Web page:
I recently watched DEAD & BURIED for the first time and was blown away. It’s still being discovered by audiences some thirty years later. Would you say that speaks to the timelessness of the tale?
I have been fortunate enough to have had three of my films stand the test of time. Some have said there’s others but these are my three: DEATH LINE,DEAD & BURIED, and VICE SQUAD. The reason? All three of these films have a purpose and a message. DEATH LINE set it’s sights on classism, on the uncaring of the “ruling” classes toward the underprivileged. As relevant, if not more so, today as 45 years ago. The underlying theme of DEAD & BURIED points at the manipulation of the populace by their leader(s). Also more relevant and recognizable in today’s politics than it was in 1980. And in VICE SQUAD, violence against women and the exploitation of women was what I wanted to use my public platform to expose. That is why I think these films are timeless.
Rutger Hauer’s character in WANTED: DEAD OF ALIVE is intended to be a descendant of the Steve McQueen character from the TV show. Did you give him any specific direction or ask him to convey a McQueen influence? Were there any nods to the original show?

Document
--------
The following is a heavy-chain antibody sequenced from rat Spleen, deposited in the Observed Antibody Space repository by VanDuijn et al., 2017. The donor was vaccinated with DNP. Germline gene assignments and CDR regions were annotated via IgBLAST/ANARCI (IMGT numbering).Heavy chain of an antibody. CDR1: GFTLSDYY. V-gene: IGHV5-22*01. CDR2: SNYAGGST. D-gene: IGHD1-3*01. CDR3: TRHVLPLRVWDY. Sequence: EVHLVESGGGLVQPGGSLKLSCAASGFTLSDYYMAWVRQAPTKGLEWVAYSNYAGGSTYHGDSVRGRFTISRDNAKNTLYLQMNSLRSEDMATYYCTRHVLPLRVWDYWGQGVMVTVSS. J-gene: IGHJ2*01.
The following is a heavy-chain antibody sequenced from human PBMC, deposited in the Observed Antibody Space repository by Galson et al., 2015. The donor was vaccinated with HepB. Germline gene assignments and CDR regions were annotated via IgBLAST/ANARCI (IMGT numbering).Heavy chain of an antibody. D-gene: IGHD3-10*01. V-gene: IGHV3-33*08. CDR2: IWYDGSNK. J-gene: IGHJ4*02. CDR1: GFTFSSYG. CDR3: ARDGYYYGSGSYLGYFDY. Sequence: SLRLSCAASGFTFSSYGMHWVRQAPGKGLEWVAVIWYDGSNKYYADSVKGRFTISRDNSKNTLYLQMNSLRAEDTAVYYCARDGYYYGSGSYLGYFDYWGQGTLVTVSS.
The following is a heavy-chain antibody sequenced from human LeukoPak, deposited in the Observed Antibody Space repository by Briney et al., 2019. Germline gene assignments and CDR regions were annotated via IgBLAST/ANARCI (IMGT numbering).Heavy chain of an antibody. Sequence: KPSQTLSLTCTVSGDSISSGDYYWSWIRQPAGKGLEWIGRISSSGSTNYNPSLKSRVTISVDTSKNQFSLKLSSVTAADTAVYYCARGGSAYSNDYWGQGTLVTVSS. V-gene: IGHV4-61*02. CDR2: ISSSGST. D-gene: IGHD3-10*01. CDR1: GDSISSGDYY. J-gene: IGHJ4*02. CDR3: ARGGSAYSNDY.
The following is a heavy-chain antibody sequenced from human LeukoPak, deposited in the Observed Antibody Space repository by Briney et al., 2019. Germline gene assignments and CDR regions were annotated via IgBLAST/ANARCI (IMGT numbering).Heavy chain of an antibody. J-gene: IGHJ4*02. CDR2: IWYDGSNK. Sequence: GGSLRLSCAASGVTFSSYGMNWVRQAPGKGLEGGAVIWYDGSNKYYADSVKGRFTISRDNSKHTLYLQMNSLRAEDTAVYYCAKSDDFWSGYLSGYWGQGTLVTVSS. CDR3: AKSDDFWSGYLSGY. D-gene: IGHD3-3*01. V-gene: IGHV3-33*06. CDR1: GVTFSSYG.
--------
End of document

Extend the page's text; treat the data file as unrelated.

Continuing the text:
WANTED: DEAD OF ALIVE is presently a great sadness in my life. When it was made, well prior to 9/11, my aim was to condemn terrorism no matter its source. Post 9/11, it is my fear that the message of the film is anti-Muslim. That was never meant to be my intention. The character portrayed by Gene Simmons was a monster who represented evil. His religion, ethnic background etc. were irrelevant to his lack of humanity. Having gotten that off my chest, Rutger and I did watch some old episodes together and talked about it. Nick Randall, in the film, did speak about great-grandpa, Josh Randall, a few time and did have his great-grandpa’s famous rifle framed and hanging on the wall in his boat. Nick’s sawn-off shotgun was also a “nod” to the original.
Could you provide any update on when ’39: A Film by Carroll McKane’ might see the light of day?
Never, probably. Although I am constantly coaxed by others to release it, I made it as an experiment and I’m not satisfied with the result. I have no plans to direct another film, and I certainly would not want 39 to be the film for which I’d be remembered.
Has your friendship with and influence on Guillermo Del Toro led you to see your work from any different angles?
All I’ll say about that is if it really was DEATH LINE that influenced Guillermo to become a film director, then I am very proud to know that I contributed so much to our genre and industry.